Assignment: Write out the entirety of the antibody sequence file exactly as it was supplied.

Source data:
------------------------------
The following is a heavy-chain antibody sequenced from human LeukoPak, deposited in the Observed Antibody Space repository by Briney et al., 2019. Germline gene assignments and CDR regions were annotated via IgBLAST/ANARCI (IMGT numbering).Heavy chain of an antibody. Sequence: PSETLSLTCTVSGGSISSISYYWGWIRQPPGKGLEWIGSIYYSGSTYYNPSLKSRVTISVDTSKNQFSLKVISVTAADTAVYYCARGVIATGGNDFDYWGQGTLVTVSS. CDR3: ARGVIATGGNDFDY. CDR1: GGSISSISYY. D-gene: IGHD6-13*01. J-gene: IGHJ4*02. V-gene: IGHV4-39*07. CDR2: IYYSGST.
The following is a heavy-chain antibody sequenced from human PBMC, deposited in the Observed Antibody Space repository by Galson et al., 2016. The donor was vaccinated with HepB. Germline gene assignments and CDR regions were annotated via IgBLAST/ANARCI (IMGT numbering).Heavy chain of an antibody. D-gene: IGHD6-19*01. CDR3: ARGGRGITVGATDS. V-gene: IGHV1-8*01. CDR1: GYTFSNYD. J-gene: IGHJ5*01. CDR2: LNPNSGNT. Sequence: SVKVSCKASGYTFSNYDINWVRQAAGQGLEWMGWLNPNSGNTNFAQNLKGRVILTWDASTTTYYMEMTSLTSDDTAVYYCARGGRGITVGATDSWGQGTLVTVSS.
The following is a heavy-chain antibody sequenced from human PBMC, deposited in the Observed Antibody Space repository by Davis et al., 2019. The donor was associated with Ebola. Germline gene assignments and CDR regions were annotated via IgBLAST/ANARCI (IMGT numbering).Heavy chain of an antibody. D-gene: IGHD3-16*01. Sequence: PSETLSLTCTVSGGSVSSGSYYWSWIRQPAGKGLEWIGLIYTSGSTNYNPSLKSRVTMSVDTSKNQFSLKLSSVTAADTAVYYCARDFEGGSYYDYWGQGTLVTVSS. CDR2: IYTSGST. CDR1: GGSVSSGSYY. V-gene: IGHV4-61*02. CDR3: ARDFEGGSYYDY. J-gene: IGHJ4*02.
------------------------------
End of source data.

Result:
The following is a heavy-chain antibody sequenced from human LeukoPak, deposited in the Observed Antibody Space repository by Briney et al., 2019. Germline gene assignments and CDR regions were annotated via IgBLAST/ANARCI (IMGT numbering).Heavy chain of an antibody. Sequence: PSETLSLTCTVSGGSISSISYYWGWIRQPPGKGLEWIGSIYYSGSTYYNPSLKSRVTISVDTSKNQFSLKVISVTAADTAVYYCARGVIATGGNDFDYWGQGTLVTVSS. CDR3: ARGVIATGGNDFDY. CDR1: GGSISSISYY. D-gene: IGHD6-13*01. J-gene: IGHJ4*02. V-gene: IGHV4-39*07. CDR2: IYYSGST.
The following is a heavy-chain antibody sequenced from human PBMC, deposited in the Observed Antibody Space repository by Galson et al., 2016. The donor was vaccinated with HepB. Germline gene assignments and CDR regions were annotated via IgBLAST/ANARCI (IMGT numbering).Heavy chain of an antibody. D-gene: IGHD6-19*01. CDR3: ARGGRGITVGATDS. V-gene: IGHV1-8*01. CDR1: GYTFSNYD. J-gene: IGHJ5*01. CDR2: LNPNSGNT. Sequence: SVKVSCKASGYTFSNYDINWVRQAAGQGLEWMGWLNPNSGNTNFAQNLKGRVILTWDASTTTYYMEMTSLTSDDTAVYYCARGGRGITVGATDSWGQGTLVTVSS.
The following is a heavy-chain antibody sequenced from human PBMC, deposited in the Observed Antibody Space repository by Davis et al., 2019. The donor was associated with Ebola. Germline gene assignments and CDR regions were annotated via IgBLAST/ANARCI (IMGT numbering).Heavy chain of an antibody. D-gene: IGHD3-16*01. Sequence: PSETLSLTCTVSGGSVSSGSYYWSWIRQPAGKGLEWIGLIYTSGSTNYNPSLKSRVTMSVDTSKNQFSLKLSSVTAADTAVYYCARDFEGGSYYDYWGQGTLVTVSS. CDR2: IYTSGST. CDR1: GGSVSSGSYY. V-gene: IGHV4-61*02. CDR3: ARDFEGGSYYDY. J-gene: IGHJ4*02.